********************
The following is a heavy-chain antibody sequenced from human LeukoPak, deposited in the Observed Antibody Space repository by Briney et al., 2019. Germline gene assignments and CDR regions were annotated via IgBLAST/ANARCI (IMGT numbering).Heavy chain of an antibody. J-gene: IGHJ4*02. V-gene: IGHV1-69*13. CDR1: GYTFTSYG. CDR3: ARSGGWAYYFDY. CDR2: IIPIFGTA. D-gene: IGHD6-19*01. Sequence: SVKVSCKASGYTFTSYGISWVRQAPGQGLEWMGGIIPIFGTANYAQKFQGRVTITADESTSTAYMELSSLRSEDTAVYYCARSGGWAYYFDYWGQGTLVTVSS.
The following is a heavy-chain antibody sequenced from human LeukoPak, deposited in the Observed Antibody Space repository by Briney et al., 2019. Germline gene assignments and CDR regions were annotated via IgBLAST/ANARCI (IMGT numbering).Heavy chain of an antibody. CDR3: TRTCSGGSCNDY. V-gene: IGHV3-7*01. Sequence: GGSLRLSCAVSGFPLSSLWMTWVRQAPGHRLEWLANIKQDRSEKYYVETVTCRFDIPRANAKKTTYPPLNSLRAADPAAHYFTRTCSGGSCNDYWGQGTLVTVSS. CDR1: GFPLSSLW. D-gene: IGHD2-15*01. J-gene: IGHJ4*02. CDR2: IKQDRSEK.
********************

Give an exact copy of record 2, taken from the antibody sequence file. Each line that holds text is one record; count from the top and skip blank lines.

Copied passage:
The following is a heavy-chain antibody sequenced from human LeukoPak, deposited in the Observed Antibody Space repository by Briney et al., 2019. Germline gene assignments and CDR regions were annotated via IgBLAST/ANARCI (IMGT numbering).Heavy chain of an antibody. CDR3: TRTCSGGSCNDY. V-gene: IGHV3-7*01. Sequence: GGSLRLSCAVSGFPLSSLWMTWVRQAPGHRLEWLANIKQDRSEKYYVETVTCRFDIPRANAKKTTYPPLNSLRAADPAAHYFTRTCSGGSCNDYWGQGTLVTVSS. CDR1: GFPLSSLW. D-gene: IGHD2-15*01. J-gene: IGHJ4*02. CDR2: IKQDRSEK.